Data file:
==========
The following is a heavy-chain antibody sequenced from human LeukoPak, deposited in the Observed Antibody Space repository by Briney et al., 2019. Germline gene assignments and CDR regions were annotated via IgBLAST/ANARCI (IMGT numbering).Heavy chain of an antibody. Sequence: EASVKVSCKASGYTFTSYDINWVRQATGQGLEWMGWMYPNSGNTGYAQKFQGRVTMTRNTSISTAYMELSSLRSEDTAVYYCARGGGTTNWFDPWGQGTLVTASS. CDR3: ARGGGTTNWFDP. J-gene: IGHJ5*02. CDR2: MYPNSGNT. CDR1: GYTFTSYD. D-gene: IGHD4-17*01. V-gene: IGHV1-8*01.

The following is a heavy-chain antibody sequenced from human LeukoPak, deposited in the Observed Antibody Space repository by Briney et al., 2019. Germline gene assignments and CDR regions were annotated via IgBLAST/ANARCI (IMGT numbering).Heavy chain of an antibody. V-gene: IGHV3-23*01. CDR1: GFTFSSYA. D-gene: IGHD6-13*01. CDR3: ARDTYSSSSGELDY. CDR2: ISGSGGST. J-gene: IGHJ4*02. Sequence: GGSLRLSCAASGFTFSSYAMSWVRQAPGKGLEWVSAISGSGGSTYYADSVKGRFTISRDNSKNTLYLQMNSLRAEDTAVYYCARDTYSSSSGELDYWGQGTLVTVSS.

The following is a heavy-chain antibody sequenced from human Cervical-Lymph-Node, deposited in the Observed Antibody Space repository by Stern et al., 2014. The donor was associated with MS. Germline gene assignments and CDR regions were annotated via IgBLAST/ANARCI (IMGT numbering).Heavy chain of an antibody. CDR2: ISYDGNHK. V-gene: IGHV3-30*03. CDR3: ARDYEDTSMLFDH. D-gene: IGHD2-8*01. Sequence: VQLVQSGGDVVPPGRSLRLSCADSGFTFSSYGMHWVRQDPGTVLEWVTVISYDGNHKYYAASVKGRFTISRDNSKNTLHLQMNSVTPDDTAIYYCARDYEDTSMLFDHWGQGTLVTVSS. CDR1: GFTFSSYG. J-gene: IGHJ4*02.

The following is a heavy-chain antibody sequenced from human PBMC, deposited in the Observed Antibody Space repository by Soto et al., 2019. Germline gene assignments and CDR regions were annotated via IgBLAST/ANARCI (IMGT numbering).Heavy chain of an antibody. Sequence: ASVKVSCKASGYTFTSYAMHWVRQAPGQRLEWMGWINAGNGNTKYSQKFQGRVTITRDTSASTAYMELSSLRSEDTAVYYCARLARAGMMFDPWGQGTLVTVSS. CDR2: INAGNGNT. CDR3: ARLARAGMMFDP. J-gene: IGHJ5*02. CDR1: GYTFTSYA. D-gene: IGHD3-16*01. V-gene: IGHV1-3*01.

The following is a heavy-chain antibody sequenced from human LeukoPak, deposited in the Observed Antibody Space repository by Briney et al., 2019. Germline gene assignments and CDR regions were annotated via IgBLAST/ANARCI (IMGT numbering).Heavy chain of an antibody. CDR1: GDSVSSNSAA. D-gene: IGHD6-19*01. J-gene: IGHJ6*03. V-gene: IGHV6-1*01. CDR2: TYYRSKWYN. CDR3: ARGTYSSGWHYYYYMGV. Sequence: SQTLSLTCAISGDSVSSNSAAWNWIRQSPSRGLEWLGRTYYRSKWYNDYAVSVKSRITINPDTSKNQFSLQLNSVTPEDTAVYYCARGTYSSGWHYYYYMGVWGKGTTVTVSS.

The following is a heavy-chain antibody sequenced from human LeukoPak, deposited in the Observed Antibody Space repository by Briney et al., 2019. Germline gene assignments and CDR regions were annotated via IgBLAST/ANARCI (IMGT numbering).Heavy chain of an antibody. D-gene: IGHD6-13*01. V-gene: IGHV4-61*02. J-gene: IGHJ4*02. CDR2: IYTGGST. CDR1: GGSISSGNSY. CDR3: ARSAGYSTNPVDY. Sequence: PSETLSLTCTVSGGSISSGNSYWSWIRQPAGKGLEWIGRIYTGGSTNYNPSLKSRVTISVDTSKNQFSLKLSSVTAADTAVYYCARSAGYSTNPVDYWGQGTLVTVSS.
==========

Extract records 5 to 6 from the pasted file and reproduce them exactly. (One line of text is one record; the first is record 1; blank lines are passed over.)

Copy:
The following is a heavy-chain antibody sequenced from human LeukoPak, deposited in the Observed Antibody Space repository by Briney et al., 2019. Germline gene assignments and CDR regions were annotated via IgBLAST/ANARCI (IMGT numbering).Heavy chain of an antibody. CDR1: GDSVSSNSAA. D-gene: IGHD6-19*01. J-gene: IGHJ6*03. V-gene: IGHV6-1*01. CDR2: TYYRSKWYN. CDR3: ARGTYSSGWHYYYYMGV. Sequence: SQTLSLTCAISGDSVSSNSAAWNWIRQSPSRGLEWLGRTYYRSKWYNDYAVSVKSRITINPDTSKNQFSLQLNSVTPEDTAVYYCARGTYSSGWHYYYYMGVWGKGTTVTVSS.

The following is a heavy-chain antibody sequenced from human LeukoPak, deposited in the Observed Antibody Space repository by Briney et al., 2019. Germline gene assignments and CDR regions were annotated via IgBLAST/ANARCI (IMGT numbering).Heavy chain of an antibody. D-gene: IGHD6-13*01. V-gene: IGHV4-61*02. J-gene: IGHJ4*02. CDR2: IYTGGST. CDR1: GGSISSGNSY. CDR3: ARSAGYSTNPVDY. Sequence: PSETLSLTCTVSGGSISSGNSYWSWIRQPAGKGLEWIGRIYTGGSTNYNPSLKSRVTISVDTSKNQFSLKLSSVTAADTAVYYCARSAGYSTNPVDYWGQGTLVTVSS.